Geography: Structure of Atmosphere


  • Layer nearest to earth’s surface. Thickness varies from 8 km at the poles to 16 km at the equator.
  • All weather phenomenons occur here.
  • Densest of all and contains water vapour, moisture and dust.
  • Dust particles present in this layer hold the water vapour and contribute to the occurrence of twilight and the red colours of sunlight and sunset.
  • In this, at every 165 m there is a drop of 1°c (or 6.4°c per km). This is called Normal Lapse Rate of Temperature.
  • Tropopause separates troposphere from stratosphere.



  • Extends from 16 km to 50 km ht. The temperature ceases to fall with the increase of height in this layer.
  • Little weather is generated here as there is very little water vapour and virtually no dust present.
  • Stratosphere provides ideal conditions for flying large airplanes.
  • Contains ozone (25-30 km from earth’s surface), region being called Ozonosphere. It absorbs the ultra-violet rays from the sun. This layer has a comparatively higher temperature due to the absorption of ultra-violet radiation from the sun (temperature increases as we go up).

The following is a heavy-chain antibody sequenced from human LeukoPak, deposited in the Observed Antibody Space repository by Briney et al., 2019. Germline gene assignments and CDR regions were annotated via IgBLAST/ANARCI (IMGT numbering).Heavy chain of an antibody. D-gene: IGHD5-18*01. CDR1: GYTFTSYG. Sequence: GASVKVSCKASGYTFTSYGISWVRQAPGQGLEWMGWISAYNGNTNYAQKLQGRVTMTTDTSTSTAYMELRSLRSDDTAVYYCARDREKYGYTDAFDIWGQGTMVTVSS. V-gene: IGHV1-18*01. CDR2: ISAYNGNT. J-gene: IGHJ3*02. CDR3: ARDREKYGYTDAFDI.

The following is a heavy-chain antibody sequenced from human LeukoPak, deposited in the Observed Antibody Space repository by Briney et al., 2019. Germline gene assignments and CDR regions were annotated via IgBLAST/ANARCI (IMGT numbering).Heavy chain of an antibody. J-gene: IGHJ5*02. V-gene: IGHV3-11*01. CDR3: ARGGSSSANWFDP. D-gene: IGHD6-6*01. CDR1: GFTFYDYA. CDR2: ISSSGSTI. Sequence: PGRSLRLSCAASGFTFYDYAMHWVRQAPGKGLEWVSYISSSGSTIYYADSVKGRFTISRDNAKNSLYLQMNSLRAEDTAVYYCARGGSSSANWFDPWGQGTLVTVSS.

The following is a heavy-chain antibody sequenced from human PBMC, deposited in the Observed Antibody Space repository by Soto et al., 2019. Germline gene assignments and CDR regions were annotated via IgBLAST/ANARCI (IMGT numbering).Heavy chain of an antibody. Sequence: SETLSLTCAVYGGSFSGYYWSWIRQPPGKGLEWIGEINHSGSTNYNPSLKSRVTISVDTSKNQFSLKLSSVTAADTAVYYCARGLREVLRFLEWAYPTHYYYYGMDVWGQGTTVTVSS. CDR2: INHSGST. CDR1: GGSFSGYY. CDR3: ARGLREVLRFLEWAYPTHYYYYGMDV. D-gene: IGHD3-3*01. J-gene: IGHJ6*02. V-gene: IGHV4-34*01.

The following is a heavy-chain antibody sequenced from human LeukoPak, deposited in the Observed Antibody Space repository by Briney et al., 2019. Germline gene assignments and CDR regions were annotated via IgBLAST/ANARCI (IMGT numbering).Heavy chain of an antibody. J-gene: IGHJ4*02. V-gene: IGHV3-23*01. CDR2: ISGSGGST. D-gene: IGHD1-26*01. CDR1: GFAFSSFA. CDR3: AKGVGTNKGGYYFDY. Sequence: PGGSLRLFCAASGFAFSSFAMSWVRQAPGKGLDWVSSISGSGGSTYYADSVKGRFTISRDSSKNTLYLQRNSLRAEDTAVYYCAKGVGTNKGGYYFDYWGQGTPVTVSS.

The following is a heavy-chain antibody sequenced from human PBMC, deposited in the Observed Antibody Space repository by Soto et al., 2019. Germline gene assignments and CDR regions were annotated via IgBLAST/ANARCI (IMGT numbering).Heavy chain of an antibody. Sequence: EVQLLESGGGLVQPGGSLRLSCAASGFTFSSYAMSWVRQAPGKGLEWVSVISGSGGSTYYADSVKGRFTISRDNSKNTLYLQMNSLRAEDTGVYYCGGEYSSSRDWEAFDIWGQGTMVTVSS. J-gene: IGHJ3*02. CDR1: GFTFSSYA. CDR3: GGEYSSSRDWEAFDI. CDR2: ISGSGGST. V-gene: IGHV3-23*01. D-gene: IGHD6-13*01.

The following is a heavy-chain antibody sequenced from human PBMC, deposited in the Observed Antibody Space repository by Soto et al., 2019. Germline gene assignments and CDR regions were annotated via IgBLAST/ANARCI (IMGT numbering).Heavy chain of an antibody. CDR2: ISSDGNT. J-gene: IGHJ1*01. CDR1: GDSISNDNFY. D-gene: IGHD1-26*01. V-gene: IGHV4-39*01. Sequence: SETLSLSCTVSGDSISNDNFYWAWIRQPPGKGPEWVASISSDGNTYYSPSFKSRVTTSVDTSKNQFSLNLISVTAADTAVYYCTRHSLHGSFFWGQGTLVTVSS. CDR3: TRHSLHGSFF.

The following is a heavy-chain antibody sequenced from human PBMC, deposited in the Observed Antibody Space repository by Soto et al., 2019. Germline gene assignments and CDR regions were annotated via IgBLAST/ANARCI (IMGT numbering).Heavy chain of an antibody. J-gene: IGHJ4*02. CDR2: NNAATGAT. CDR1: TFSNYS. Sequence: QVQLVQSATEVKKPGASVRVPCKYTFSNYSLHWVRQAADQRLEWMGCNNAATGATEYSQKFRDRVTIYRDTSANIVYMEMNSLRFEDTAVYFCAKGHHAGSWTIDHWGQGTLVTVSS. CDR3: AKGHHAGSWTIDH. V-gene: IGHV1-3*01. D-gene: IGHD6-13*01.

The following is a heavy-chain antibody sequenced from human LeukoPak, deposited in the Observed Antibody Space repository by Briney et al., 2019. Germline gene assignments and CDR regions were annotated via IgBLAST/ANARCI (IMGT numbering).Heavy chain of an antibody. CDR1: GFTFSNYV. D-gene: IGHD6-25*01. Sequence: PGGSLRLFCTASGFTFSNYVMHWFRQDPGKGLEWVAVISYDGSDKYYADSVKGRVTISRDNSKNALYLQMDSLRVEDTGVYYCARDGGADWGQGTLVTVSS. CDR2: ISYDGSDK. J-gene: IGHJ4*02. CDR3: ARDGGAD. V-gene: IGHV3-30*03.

• It extends till  80–85 km.
  • It is the coldest place on Earth and has an average temperature around −85 degree celcius.


  • Extends to about 80-600 km.
  • Also protects earth from harmful radiation. This causes increase in temperature with height in this layer.
  • It also protects earth from falling meteorites, as most of them burn out in this region.


  • Here the earth’s gravity is extremely weak.
  • Upper limit quite uncertain.
  • The outer part is called Magnetosphere.

The ionized particles increase in frequency with increasing heights. There are 2 belts in the upper atmosphere having a high concentration of ionized particles. They are known as Van Allen’s Radiation Belts. The inner belt lies about 2600 km from the earth’s surface, while the outer lies at about 13,000 to 19,000 km from it. These belts represent concentrations of highly charged particles, protons and electrons from the sun, trapped within lines of force of the earth’s external magnetic field- the Magnetosphere.